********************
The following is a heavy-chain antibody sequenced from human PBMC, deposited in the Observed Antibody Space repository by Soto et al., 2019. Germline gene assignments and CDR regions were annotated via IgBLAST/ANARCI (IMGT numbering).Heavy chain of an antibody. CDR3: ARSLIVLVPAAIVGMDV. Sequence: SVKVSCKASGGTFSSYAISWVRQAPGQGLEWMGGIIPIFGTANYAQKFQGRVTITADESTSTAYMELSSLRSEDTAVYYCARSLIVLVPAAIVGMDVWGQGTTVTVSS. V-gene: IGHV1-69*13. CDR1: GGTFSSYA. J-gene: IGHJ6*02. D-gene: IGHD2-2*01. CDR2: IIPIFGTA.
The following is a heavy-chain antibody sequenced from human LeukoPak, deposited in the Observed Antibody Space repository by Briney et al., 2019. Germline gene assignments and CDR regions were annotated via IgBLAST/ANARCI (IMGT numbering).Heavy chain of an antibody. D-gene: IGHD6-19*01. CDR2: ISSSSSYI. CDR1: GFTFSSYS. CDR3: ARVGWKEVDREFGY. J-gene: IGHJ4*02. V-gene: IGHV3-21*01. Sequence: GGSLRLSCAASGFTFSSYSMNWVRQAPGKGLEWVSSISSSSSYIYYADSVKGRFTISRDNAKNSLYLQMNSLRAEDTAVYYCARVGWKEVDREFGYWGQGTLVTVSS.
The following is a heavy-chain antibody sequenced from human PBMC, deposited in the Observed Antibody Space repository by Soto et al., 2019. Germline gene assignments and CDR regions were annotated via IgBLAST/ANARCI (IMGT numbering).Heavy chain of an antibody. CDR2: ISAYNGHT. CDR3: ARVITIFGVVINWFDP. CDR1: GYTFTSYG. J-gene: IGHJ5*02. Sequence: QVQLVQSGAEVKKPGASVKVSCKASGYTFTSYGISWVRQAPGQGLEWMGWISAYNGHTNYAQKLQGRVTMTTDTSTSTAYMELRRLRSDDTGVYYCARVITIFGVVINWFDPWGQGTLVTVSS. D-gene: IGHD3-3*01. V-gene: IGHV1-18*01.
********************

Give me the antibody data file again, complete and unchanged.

The following is a heavy-chain antibody sequenced from human PBMC, deposited in the Observed Antibody Space repository by Soto et al., 2019. Germline gene assignments and CDR regions were annotated via IgBLAST/ANARCI (IMGT numbering).Heavy chain of an antibody. CDR3: ARSLIVLVPAAIVGMDV. Sequence: SVKVSCKASGGTFSSYAISWVRQAPGQGLEWMGGIIPIFGTANYAQKFQGRVTITADESTSTAYMELSSLRSEDTAVYYCARSLIVLVPAAIVGMDVWGQGTTVTVSS. V-gene: IGHV1-69*13. CDR1: GGTFSSYA. J-gene: IGHJ6*02. D-gene: IGHD2-2*01. CDR2: IIPIFGTA.
The following is a heavy-chain antibody sequenced from human LeukoPak, deposited in the Observed Antibody Space repository by Briney et al., 2019. Germline gene assignments and CDR regions were annotated via IgBLAST/ANARCI (IMGT numbering).Heavy chain of an antibody. D-gene: IGHD6-19*01. CDR2: ISSSSSYI. CDR1: GFTFSSYS. CDR3: ARVGWKEVDREFGY. J-gene: IGHJ4*02. V-gene: IGHV3-21*01. Sequence: GGSLRLSCAASGFTFSSYSMNWVRQAPGKGLEWVSSISSSSSYIYYADSVKGRFTISRDNAKNSLYLQMNSLRAEDTAVYYCARVGWKEVDREFGYWGQGTLVTVSS.
The following is a heavy-chain antibody sequenced from human PBMC, deposited in the Observed Antibody Space repository by Soto et al., 2019. Germline gene assignments and CDR regions were annotated via IgBLAST/ANARCI (IMGT numbering).Heavy chain of an antibody. CDR2: ISAYNGHT. CDR3: ARVITIFGVVINWFDP. CDR1: GYTFTSYG. J-gene: IGHJ5*02. Sequence: QVQLVQSGAEVKKPGASVKVSCKASGYTFTSYGISWVRQAPGQGLEWMGWISAYNGHTNYAQKLQGRVTMTTDTSTSTAYMELRRLRSDDTGVYYCARVITIFGVVINWFDPWGQGTLVTVSS. D-gene: IGHD3-3*01. V-gene: IGHV1-18*01.